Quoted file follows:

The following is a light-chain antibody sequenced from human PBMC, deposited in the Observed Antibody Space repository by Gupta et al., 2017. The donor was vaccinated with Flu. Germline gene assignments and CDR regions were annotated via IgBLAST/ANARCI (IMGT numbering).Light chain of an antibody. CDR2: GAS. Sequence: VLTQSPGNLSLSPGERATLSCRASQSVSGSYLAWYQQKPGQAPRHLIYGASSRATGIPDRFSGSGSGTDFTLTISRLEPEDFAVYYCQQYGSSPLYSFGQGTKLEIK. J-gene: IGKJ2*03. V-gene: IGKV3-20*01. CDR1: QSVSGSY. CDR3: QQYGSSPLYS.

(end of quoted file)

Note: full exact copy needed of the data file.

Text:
The following is a light-chain antibody sequenced from human PBMC, deposited in the Observed Antibody Space repository by Gupta et al., 2017. The donor was vaccinated with Flu. Germline gene assignments and CDR regions were annotated via IgBLAST/ANARCI (IMGT numbering).Light chain of an antibody. CDR2: GAS. Sequence: VLTQSPGNLSLSPGERATLSCRASQSVSGSYLAWYQQKPGQAPRHLIYGASSRATGIPDRFSGSGSGTDFTLTISRLEPEDFAVYYCQQYGSSPLYSFGQGTKLEIK. J-gene: IGKJ2*03. V-gene: IGKV3-20*01. CDR1: QSVSGSY. CDR3: QQYGSSPLYS.